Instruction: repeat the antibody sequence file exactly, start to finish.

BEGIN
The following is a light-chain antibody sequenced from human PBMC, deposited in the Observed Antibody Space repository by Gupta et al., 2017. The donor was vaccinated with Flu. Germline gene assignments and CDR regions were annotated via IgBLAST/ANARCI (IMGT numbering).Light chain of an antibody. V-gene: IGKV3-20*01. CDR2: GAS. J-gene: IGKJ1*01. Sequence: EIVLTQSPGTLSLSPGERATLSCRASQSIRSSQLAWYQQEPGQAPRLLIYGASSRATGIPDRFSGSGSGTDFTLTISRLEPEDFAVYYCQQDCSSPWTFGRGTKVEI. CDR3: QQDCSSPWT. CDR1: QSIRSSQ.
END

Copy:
The following is a light-chain antibody sequenced from human PBMC, deposited in the Observed Antibody Space repository by Gupta et al., 2017. The donor was vaccinated with Flu. Germline gene assignments and CDR regions were annotated via IgBLAST/ANARCI (IMGT numbering).Light chain of an antibody. V-gene: IGKV3-20*01. CDR2: GAS. J-gene: IGKJ1*01. Sequence: EIVLTQSPGTLSLSPGERATLSCRASQSIRSSQLAWYQQEPGQAPRLLIYGASSRATGIPDRFSGSGSGTDFTLTISRLEPEDFAVYYCQQDCSSPWTFGRGTKVEI. CDR3: QQDCSSPWT. CDR1: QSIRSSQ.